The Final Cut

The Final CutLast night we watched Omar Naim’s The Final Cut
and I have to say it was pretty intriguing. The first reason I picked up this movie
was because the director is Jordanian-born, the second: because it was highly recommended by Laith. I was not
disappointed. It was very enjoyable.

The movie’s forte is its script, which was also written by
this young first time feature film director. It discusses the idea of storing then replaying people’s
memories after they are dead so they can be shared and cherished by their loved ones. The star of the movie was Robin Williams who performed brilliantly, as expected. But I
guess the most impressive thing about the movie, as a whole, was the director
himself, who at only 27 managed to direct such a powerful film with a cast of high-powered, talented actors like Robins, Mira Sorvino and James Caviezel.

Truly, a very good movie that’s worth both your time and money. 8/10

7 thoughts on “The Final Cut”

  1. hatha Laith akeed tali3lo percentage from the distribution. he recommends this movie right and left. at least it is not a horrible one.

  2. I enjoyed this film more than I expected to, particularly knowing nothing of the plot, etc. The idea of sampling or saving memory somehow electronically is unique but not entirely new. It first popped up in Brainstorm, a freaky little flick. But then was used to varying degree in the truly oddball Cronenberg flick EXistenZ and somewhat in Minority Report. The closet comparative though, has to be Strange Days, a favorite of mine.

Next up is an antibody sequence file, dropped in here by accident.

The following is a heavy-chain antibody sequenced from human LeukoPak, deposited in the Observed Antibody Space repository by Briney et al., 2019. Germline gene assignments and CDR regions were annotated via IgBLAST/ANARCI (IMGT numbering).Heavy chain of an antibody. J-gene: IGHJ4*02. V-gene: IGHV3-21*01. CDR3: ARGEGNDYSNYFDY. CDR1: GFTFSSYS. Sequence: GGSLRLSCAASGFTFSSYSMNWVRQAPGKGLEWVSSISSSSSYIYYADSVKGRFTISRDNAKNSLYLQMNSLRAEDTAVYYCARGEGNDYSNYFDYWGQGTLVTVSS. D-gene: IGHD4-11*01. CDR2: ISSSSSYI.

But none of them did quite what Naim did here. His master stroke was this idea of an editor for these stored memories. That unique concept took this movie to a more complex emotional and narrative level and made it unique even though similar in concept to these others. It seems that unique take on the concept really excited some A-level talent.

    How lucky could this first time director be to get Williams and Sorvino. But then to get the folks behind the camera that he got is just amazing. Tak Fujimoto is the one that really floored me. This guy was the one behind the camera on Terrence Malick’s amazing Badlands. Heck, he was second unit photographer on Star Wars in 1977. But he also shot things like cult classics Ferris Bueller’s Day Off (1986), Miami Blues, The Silence of the Lambs and The Sixth Sense. He finished Cut and went and shot Manchurian Candidate (2004).

    Naim had the script that brought them all out. Hollywood really is just starving for creative, innovative work. That’s what Naim brought. Boy, the talent was just there salivating for a chance to explore something other than another BruckheimerBay behemoth, packed with big explosions and small ideas.

    I think Naim’s masterstroke was sort of making the behind the scenes talent of movie-making part of the story through this idea of the "cutter." Fujimoto even followed the visual cues that Naim penned and Williams’ character discuses: clean and balanced.

    The film’s only real low-point is that it never really dials up the drama. Things are so low-key and, reflective really, that the final death really isn’t much of a shocker. The "making of" had Sorvino saying that it was hard to predict storyline. Well, it wasn’t that hard but more to the point it wasn’t a plot shocker ending really; it just folded out in a way that seemed natural.

    What seems most exciting of all, however, is that this guy is now "in" and some well known Jordanian filmmakers are his buddies. That can only mean good things for Jordan and its budding film scene. The more Jordanian talent in Hollywood the better and the better for film-making generally as new and creative sensibilities get a chance to show what they’ve got.

  3. Ashraf Husseini

    Hey Natasha,
    saw the movie as well, interesting, grabbed my attention fully, i think it ended too quick..

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